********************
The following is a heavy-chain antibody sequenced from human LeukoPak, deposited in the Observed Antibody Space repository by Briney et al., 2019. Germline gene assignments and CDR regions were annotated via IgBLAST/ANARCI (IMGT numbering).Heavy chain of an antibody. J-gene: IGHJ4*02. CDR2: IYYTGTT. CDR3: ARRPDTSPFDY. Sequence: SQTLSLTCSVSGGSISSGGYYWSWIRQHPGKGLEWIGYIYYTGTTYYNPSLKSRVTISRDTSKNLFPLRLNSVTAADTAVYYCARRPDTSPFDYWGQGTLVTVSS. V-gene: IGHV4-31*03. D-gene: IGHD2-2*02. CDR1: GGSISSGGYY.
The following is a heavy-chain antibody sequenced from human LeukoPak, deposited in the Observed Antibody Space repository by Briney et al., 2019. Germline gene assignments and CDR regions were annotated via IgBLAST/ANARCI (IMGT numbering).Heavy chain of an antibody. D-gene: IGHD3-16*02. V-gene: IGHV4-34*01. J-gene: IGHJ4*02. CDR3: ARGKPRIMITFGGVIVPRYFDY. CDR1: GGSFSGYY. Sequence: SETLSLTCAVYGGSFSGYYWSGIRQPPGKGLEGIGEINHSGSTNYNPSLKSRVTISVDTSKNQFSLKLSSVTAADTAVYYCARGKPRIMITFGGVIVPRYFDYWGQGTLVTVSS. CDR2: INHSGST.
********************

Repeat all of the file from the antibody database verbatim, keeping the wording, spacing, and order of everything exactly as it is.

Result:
The following is a heavy-chain antibody sequenced from human LeukoPak, deposited in the Observed Antibody Space repository by Briney et al., 2019. Germline gene assignments and CDR regions were annotated via IgBLAST/ANARCI (IMGT numbering).Heavy chain of an antibody. J-gene: IGHJ4*02. CDR2: IYYTGTT. CDR3: ARRPDTSPFDY. Sequence: SQTLSLTCSVSGGSISSGGYYWSWIRQHPGKGLEWIGYIYYTGTTYYNPSLKSRVTISRDTSKNLFPLRLNSVTAADTAVYYCARRPDTSPFDYWGQGTLVTVSS. V-gene: IGHV4-31*03. D-gene: IGHD2-2*02. CDR1: GGSISSGGYY.
The following is a heavy-chain antibody sequenced from human LeukoPak, deposited in the Observed Antibody Space repository by Briney et al., 2019. Germline gene assignments and CDR regions were annotated via IgBLAST/ANARCI (IMGT numbering).Heavy chain of an antibody. D-gene: IGHD3-16*02. V-gene: IGHV4-34*01. J-gene: IGHJ4*02. CDR3: ARGKPRIMITFGGVIVPRYFDY. CDR1: GGSFSGYY. Sequence: SETLSLTCAVYGGSFSGYYWSGIRQPPGKGLEGIGEINHSGSTNYNPSLKSRVTISVDTSKNQFSLKLSSVTAADTAVYYCARGKPRIMITFGGVIVPRYFDYWGQGTLVTVSS. CDR2: INHSGST.